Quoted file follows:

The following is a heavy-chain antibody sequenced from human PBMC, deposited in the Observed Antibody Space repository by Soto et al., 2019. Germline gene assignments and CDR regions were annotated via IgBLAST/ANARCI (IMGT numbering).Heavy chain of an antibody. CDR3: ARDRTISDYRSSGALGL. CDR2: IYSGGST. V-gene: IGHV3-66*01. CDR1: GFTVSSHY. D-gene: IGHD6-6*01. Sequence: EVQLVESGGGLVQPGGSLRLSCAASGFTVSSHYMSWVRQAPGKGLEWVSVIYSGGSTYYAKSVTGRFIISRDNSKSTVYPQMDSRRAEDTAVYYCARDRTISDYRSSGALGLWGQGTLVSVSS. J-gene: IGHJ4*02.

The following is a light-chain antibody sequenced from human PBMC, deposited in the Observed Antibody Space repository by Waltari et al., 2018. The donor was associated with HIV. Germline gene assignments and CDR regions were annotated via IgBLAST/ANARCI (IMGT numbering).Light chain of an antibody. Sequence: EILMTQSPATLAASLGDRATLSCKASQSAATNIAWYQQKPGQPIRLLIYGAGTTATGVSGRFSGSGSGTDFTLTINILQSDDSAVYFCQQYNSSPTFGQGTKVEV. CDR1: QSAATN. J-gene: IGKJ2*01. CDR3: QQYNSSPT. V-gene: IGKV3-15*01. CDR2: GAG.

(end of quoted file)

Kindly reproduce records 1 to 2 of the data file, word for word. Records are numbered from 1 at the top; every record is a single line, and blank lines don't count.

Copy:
The following is a heavy-chain antibody sequenced from human PBMC, deposited in the Observed Antibody Space repository by Soto et al., 2019. Germline gene assignments and CDR regions were annotated via IgBLAST/ANARCI (IMGT numbering).Heavy chain of an antibody. CDR3: ARDRTISDYRSSGALGL. CDR2: IYSGGST. V-gene: IGHV3-66*01. CDR1: GFTVSSHY. D-gene: IGHD6-6*01. Sequence: EVQLVESGGGLVQPGGSLRLSCAASGFTVSSHYMSWVRQAPGKGLEWVSVIYSGGSTYYAKSVTGRFIISRDNSKSTVYPQMDSRRAEDTAVYYCARDRTISDYRSSGALGLWGQGTLVSVSS. J-gene: IGHJ4*02.

The following is a light-chain antibody sequenced from human PBMC, deposited in the Observed Antibody Space repository by Waltari et al., 2018. The donor was associated with HIV. Germline gene assignments and CDR regions were annotated via IgBLAST/ANARCI (IMGT numbering).Light chain of an antibody. Sequence: EILMTQSPATLAASLGDRATLSCKASQSAATNIAWYQQKPGQPIRLLIYGAGTTATGVSGRFSGSGSGTDFTLTINILQSDDSAVYFCQQYNSSPTFGQGTKVEV. CDR1: QSAATN. J-gene: IGKJ2*01. CDR3: QQYNSSPT. V-gene: IGKV3-15*01. CDR2: GAG.